The two guys looked over and waved, but when he started to walk over there they walked away.
Supposedly he saw them a few times by that same part of the fence, right next to Old Man Stanley’s barn. That’s when he got it in his head that those two guys might actually be the ghosts of the teenagers who died there.
He got really popular at school and everyone started researching paranormal stuff. Some people even thought the ghost teens had spiritual reasons for their stay here. Donna was one of them.
“I have this theory... maybe those guys don’t know how to get to heaven,” she told me over our tray of cafeteria food one day. “Maybe the aliens blocked the way because aliens don’t believe in God, do they?”
I was about to sip my coke, but decided not to because I really thought I would cough it up guffawing. As I laughed, trying not to hack up a kidney, I heard her saying, “Well, maybe.”
Once I calmed down I asked her, “How are we still friends? A theory usually makes sense, or has some kind of sense in it somewhere. Your theory has no sense in it at all. Here's my theory: maybe Eddie is just bored and he made up this story.”
“I’d be bored out there.”
“Are you calling my cousin a liar?” Donna actually was offended.
“No, of course not.”
“I’m just saying. What if the flying saucers put a force field around the whole field?”
I tried hard not to laugh. The harder I tried, the more my laughs escaped me like screams.
“Stop laughing at me! You don’t know!”
So this brings me to tonight. I've been dying for any excuse just to come out here and see the field for myself. The thing is, it's dark and I can't see anything. Old Man Stanley's barn looks a lot like any other barn around here.
I'm left with a cold realization that I am here at an okie stomp. It's not as bad as I thought it would be, but instead of enjoying the company of friends, I have to admit I'm bored out of my mind. Beer drinking, line dancing, and butt swinging isn’t my idea of a good time. Donna is outside making out with Kyle Monegue, the cutest guy here. The rest of the guys who want to talk are drunk and fast and I just chose to come out in the fresh air.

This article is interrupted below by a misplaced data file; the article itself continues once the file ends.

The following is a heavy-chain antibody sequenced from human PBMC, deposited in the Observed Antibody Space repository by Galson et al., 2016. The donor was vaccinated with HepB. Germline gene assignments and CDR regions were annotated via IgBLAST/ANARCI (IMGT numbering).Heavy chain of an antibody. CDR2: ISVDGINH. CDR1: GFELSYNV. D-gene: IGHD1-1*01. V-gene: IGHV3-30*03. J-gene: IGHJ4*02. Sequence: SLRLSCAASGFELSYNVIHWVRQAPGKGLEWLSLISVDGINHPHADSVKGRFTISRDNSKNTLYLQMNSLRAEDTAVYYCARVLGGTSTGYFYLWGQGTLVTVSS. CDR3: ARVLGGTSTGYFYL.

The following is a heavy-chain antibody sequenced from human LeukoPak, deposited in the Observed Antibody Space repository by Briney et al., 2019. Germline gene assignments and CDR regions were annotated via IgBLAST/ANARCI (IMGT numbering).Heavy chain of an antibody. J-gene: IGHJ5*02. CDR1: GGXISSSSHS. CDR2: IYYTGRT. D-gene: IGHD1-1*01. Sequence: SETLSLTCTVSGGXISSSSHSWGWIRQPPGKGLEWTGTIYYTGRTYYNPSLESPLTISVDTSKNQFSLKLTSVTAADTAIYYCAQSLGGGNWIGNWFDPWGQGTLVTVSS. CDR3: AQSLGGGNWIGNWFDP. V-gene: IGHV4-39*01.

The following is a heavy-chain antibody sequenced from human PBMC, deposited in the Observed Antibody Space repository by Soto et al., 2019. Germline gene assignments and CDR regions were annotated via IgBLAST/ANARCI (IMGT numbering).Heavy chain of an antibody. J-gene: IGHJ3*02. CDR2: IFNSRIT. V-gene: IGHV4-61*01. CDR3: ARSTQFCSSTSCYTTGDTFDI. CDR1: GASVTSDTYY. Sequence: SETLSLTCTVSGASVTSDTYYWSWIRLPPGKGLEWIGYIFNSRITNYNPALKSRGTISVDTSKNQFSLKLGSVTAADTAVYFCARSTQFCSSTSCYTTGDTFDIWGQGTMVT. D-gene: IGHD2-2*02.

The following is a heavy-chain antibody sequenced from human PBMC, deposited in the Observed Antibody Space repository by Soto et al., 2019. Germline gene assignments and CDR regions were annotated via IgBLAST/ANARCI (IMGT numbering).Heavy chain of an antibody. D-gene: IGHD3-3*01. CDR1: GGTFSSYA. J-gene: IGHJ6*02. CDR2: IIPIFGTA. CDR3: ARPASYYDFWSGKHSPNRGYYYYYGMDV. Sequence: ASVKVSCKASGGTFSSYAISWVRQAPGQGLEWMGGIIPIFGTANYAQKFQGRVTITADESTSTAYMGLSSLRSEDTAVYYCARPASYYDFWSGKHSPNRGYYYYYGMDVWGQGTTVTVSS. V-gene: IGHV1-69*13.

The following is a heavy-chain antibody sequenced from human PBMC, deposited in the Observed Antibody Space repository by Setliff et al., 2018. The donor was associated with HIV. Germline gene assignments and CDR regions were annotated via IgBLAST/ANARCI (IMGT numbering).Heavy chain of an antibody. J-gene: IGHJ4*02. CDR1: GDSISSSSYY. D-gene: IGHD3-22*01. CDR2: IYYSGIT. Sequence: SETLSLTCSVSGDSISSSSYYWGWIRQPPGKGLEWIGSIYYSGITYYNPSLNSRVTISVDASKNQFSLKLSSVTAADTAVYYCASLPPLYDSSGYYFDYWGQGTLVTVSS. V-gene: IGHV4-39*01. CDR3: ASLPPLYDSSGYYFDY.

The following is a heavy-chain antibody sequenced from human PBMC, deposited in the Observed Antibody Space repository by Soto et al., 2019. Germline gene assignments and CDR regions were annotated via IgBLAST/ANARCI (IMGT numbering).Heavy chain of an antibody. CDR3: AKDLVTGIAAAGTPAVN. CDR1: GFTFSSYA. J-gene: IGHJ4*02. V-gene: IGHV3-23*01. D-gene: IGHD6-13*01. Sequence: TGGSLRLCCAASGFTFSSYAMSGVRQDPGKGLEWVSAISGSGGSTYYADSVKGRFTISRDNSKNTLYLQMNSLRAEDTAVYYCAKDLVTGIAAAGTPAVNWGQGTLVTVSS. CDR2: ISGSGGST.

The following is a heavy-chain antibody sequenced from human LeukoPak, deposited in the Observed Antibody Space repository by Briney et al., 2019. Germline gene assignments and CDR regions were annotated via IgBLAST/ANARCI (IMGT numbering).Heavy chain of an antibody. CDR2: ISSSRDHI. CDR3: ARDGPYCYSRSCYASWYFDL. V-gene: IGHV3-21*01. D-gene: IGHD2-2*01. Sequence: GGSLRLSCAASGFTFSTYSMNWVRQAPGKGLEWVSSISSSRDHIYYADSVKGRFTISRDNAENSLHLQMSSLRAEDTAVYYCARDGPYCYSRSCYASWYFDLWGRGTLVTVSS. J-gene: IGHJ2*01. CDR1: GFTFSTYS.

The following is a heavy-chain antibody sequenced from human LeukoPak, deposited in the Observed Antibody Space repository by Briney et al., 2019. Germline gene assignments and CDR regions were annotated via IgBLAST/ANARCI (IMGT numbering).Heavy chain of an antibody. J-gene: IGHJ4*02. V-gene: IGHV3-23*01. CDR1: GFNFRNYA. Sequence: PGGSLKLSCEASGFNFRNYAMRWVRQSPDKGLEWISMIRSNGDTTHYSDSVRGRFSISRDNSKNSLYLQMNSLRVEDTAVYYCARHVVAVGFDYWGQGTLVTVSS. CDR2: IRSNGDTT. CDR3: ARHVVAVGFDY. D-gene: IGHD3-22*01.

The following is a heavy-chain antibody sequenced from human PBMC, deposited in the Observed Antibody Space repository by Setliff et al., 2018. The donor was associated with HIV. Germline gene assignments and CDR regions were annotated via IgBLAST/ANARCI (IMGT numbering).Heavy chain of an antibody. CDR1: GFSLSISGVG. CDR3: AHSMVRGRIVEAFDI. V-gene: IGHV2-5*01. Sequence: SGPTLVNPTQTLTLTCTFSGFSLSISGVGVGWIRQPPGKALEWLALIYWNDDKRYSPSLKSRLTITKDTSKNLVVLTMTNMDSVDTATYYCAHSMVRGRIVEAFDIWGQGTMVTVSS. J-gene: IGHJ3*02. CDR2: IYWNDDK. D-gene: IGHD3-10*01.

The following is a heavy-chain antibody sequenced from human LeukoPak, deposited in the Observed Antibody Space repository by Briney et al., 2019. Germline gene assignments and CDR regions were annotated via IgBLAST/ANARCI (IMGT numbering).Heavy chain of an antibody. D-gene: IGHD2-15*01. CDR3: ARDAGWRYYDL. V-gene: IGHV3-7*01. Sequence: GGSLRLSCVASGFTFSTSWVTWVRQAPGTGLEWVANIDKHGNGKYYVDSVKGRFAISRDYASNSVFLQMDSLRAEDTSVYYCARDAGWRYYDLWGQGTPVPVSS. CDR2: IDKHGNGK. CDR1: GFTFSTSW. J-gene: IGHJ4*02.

Like I said before, there is no such thing as a beautiful night when you’re in a miserable Podunk town like this one. I left Gabriel García Márquez to come out here and sit on the ground looking up at the stars. Instead of admiring Cassiopeia or Ursa Major, I’m just thinking of how nice it would be to strap myself to a missile and light the bottom just to get out of this place.
“Hey, sweetheart,” a voice calls to me from the fence. I look over to see a random hick drinking a beer. He’s wearing a checkered shirt and a ball cap and has a cigarette hanging from his mouth. “Got a light?”
“No,” I say. It’s hard to hide my disdain. “You shouldn’t smoke so close to a barn.”
“Yeah, you’re right. Probably.”
I’m surprised that he agrees with me so I watch him put the cigarette back in his pocket. Right when I think he’s going to come over and try to talk with me, he turns around and walk in the other direction.
Toward Old Man Stanley’s barn.